The K of C Bridge Club has a weekly duplicate bridge game, usually in the Main Hall (building B) at 7:00 p.m. sharp on Monday evenings. We have two sections: the Open Game and a 299er Game, the latter limited to players with less than 300 master points. All members and guests are welcome.
Contact, Bernie Oetjen: (703) 790-5170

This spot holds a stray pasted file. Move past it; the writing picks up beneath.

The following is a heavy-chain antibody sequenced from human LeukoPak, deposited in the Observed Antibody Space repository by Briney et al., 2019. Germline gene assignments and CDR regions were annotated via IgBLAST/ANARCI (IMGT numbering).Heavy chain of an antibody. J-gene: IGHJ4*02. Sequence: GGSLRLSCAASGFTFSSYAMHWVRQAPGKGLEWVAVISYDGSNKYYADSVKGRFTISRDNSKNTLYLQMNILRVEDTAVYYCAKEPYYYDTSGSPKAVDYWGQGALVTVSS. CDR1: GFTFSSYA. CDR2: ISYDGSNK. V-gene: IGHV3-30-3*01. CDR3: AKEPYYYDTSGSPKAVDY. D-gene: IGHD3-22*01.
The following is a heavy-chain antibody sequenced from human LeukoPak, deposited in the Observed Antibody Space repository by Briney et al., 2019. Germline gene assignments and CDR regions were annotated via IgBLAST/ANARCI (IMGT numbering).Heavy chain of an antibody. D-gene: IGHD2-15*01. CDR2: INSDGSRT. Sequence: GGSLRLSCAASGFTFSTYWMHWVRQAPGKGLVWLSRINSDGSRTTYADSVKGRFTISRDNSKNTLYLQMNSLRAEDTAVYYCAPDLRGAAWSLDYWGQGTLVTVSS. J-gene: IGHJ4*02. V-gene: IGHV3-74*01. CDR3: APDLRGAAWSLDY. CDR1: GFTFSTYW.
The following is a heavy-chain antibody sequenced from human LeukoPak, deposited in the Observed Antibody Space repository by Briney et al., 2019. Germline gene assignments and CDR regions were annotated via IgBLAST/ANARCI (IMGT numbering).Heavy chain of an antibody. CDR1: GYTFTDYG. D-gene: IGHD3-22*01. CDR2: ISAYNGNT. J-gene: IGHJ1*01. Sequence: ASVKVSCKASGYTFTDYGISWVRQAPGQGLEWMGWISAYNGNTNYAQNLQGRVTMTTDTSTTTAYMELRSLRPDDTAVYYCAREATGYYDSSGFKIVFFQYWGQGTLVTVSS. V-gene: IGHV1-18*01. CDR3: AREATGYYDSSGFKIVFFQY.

Bridge can trace its ancestry at least to the early 16th century in England (first reference 1529 in a published sermon by Bishop Latimer) and through succeeding centuries when prototype forms of whist were played under such names as triumph, trump, ruff, slam, ruff and honours, whisk and swabbers, whisk, and whist. Whist may have referred to the rapid action of sweeping up the cards after winning a trick, or whist to a call for silence. The game was popular under its modern name of whist by the middle of the 17th century, but it was not until 1742 that the first book devoted to whist appeared: Edmond Hoyles famous Short Treatise on Whist. This rapidly became a best seller, and many pirated editions appeared immediately afterwards.